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How to be a successful tech entrepreneur - in 12 steps

Written by Simply Zesty on

Bill Grossman undertook a pretty impressive challenge at LeWeb '11, to share 20 years of entrepreneurial experience in 20 minutes. He condensed this into 12 lessons which provide expert advice for any entrepreneur, but particularly those in the tech space. Bill is currently CEO (and founder) of Idealab,

1. Market Power rules

Find a rapidly growing market. Bill explained the importance of making life easier for yourself by focusing on where the market is going. You can build execution power, but market power is when a market takes off without you even doing anything about it. "It's like running a race with a draft at your back."

2. Master The Demo

Learn how to sell and how to pitch. Don't just leave it as an afterthought, and make sure you know your product inside out so you can sell it expertly. Bill paid particular attention to this throughout all of his products and services as it was up to him to essentially sell them. This is sometimes an afterthought for entrepreneurs, where you know your product inside out, but can easily forget how to convince others of the benefits of your product.

3.Pursue your passion

Bill eventually started computerizing his business ventures. He made CPA plus, a PC software that would allow you to become an accountant. It retailed $695 (actually a modest price at that time) and heard firsthand the effect it was having on its customers, some of whom found the product difficult to use. So he developed HAL - human access language to make their product more accessible.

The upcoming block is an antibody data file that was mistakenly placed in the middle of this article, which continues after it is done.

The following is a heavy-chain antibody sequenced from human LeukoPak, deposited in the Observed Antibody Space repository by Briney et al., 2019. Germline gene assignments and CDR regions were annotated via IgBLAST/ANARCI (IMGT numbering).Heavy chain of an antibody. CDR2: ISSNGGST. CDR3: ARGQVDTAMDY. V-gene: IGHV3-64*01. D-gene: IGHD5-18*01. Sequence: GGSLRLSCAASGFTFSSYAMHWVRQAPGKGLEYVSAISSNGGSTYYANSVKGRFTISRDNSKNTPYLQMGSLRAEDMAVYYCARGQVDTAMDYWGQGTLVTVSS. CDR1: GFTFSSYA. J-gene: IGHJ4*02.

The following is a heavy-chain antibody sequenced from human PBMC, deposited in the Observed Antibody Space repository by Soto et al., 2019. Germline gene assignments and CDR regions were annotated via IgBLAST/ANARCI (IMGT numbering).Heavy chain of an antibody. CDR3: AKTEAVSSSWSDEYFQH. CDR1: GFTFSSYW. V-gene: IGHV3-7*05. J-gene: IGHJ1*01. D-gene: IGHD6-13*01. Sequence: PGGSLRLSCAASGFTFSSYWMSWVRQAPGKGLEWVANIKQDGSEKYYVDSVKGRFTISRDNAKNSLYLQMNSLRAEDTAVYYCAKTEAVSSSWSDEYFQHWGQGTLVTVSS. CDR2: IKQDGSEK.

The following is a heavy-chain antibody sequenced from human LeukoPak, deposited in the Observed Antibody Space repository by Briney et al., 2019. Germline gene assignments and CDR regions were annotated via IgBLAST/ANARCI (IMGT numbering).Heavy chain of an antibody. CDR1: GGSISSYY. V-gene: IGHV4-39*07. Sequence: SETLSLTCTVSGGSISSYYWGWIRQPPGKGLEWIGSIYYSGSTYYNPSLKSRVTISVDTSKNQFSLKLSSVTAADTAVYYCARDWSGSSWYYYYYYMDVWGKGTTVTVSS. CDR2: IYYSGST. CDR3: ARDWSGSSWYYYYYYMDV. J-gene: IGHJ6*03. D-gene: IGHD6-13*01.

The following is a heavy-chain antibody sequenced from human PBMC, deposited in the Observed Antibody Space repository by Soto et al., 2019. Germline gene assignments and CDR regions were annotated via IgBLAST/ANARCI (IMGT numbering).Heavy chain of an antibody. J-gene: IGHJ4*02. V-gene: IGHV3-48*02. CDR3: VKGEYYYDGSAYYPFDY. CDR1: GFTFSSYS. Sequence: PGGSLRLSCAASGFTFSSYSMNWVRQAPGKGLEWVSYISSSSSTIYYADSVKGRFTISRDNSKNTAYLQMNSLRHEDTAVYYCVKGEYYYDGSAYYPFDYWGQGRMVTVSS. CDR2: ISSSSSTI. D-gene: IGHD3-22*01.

Lotus then acquired the company for $10 million, where he then created the DOS based desktop search package Lotus Magellan. There were many ups and downs in the journey to the Lotus acquisition, which is why you need to work in something you are passionate about. This is the only way that you will overcome the huge challenges you will face. You have to love what you're doing to make it through.

4.Focus, focus, focus

Bill then left Lotus and then went onto his next venture. Driven by a worry that his young son wouldn't fall in love learning, he started Knowledge Adventure in 1991. The intent was to make kids love learning, and off the back of this, he developed a range of products to succeed in the marketplace. When they found they weren't hitting their numbers, they developed a new product - Weekend Warriors. The whole team demoed the product all weekend long in the stores, bribing their way in with a box of donuts. The result of this is that they made their Christmas numbers.

There was no freemium model back then and they found  a problem with Weekend Warriors, in that it was focused on too large an age range. People couldn't decide whether this product was right for their children. So they diversified and offered Jump Start Kindergarten, offering a product that was just focused on one year (five year olds, or children who were in kindergarten). This developed into an entire series and it became an easier choice for parents. It demonstrated the importance of doing a few things well, focusing on doing something better.

5.Recognise your Strengths